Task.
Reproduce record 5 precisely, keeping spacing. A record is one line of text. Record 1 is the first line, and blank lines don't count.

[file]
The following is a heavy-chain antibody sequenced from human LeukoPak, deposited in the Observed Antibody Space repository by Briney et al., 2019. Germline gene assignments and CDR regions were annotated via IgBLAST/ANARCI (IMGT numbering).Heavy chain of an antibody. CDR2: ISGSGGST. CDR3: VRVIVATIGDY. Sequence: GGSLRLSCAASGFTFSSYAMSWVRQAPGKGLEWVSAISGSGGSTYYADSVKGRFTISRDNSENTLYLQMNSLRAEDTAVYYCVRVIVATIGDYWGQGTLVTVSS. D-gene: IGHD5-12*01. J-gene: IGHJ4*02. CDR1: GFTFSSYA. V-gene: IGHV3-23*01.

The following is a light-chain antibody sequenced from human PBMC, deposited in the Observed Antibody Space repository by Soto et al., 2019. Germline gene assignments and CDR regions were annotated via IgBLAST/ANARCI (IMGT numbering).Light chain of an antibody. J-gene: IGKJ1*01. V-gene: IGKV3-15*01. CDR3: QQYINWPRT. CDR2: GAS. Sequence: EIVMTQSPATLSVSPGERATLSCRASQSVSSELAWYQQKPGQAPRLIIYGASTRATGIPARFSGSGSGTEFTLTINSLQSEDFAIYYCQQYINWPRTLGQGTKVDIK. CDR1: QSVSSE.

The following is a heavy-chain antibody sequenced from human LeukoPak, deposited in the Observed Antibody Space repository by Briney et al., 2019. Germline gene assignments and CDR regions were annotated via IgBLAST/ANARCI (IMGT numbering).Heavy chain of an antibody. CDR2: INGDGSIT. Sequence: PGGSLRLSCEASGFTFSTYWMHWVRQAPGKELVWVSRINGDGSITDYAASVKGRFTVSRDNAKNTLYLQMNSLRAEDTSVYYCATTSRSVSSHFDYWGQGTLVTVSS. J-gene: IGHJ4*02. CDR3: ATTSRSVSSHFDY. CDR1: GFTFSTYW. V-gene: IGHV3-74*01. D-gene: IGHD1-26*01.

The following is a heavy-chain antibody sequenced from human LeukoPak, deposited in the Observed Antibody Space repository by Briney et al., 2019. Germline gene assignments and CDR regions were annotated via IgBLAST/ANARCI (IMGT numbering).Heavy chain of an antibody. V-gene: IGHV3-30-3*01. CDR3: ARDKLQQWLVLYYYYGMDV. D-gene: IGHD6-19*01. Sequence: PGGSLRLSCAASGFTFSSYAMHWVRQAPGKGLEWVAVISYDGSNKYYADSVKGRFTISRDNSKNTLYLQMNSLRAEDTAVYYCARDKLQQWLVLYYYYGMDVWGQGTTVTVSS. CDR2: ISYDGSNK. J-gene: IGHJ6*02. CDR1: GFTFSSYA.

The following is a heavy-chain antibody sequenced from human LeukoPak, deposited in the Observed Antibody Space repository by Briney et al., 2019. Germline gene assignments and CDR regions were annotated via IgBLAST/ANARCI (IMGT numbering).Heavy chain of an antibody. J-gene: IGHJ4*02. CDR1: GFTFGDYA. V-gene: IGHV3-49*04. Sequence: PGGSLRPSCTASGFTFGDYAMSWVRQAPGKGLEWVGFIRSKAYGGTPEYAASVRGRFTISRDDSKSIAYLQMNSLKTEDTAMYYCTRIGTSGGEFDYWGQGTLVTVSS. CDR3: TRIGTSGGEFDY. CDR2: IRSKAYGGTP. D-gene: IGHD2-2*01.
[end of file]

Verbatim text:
The following is a heavy-chain antibody sequenced from human LeukoPak, deposited in the Observed Antibody Space repository by Briney et al., 2019. Germline gene assignments and CDR regions were annotated via IgBLAST/ANARCI (IMGT numbering).Heavy chain of an antibody. J-gene: IGHJ4*02. CDR1: GFTFGDYA. V-gene: IGHV3-49*04. Sequence: PGGSLRPSCTASGFTFGDYAMSWVRQAPGKGLEWVGFIRSKAYGGTPEYAASVRGRFTISRDDSKSIAYLQMNSLKTEDTAMYYCTRIGTSGGEFDYWGQGTLVTVSS. CDR3: TRIGTSGGEFDY. CDR2: IRSKAYGGTP. D-gene: IGHD2-2*01.